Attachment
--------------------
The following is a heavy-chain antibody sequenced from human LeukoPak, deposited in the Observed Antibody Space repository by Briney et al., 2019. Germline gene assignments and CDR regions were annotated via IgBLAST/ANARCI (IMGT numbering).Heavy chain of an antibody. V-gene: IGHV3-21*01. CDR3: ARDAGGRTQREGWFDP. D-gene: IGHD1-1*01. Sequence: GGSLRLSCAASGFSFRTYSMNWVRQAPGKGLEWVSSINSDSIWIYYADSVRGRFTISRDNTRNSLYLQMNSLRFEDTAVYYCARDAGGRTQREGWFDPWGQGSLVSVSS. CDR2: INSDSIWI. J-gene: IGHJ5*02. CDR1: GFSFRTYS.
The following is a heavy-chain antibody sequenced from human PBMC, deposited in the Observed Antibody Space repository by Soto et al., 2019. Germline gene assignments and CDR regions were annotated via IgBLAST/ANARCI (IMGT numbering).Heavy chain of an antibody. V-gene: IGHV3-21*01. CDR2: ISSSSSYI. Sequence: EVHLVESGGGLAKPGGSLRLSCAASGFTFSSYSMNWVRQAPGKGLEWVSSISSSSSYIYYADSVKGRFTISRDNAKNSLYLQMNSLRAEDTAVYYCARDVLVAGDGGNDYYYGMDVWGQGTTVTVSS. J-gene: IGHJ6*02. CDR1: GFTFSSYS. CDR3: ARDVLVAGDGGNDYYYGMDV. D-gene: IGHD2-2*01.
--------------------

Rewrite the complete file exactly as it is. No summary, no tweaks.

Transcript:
The following is a heavy-chain antibody sequenced from human LeukoPak, deposited in the Observed Antibody Space repository by Briney et al., 2019. Germline gene assignments and CDR regions were annotated via IgBLAST/ANARCI (IMGT numbering).Heavy chain of an antibody. V-gene: IGHV3-21*01. CDR3: ARDAGGRTQREGWFDP. D-gene: IGHD1-1*01. Sequence: GGSLRLSCAASGFSFRTYSMNWVRQAPGKGLEWVSSINSDSIWIYYADSVRGRFTISRDNTRNSLYLQMNSLRFEDTAVYYCARDAGGRTQREGWFDPWGQGSLVSVSS. CDR2: INSDSIWI. J-gene: IGHJ5*02. CDR1: GFSFRTYS.
The following is a heavy-chain antibody sequenced from human PBMC, deposited in the Observed Antibody Space repository by Soto et al., 2019. Germline gene assignments and CDR regions were annotated via IgBLAST/ANARCI (IMGT numbering).Heavy chain of an antibody. V-gene: IGHV3-21*01. CDR2: ISSSSSYI. Sequence: EVHLVESGGGLAKPGGSLRLSCAASGFTFSSYSMNWVRQAPGKGLEWVSSISSSSSYIYYADSVKGRFTISRDNAKNSLYLQMNSLRAEDTAVYYCARDVLVAGDGGNDYYYGMDVWGQGTTVTVSS. J-gene: IGHJ6*02. CDR1: GFTFSSYS. CDR3: ARDVLVAGDGGNDYYYGMDV. D-gene: IGHD2-2*01.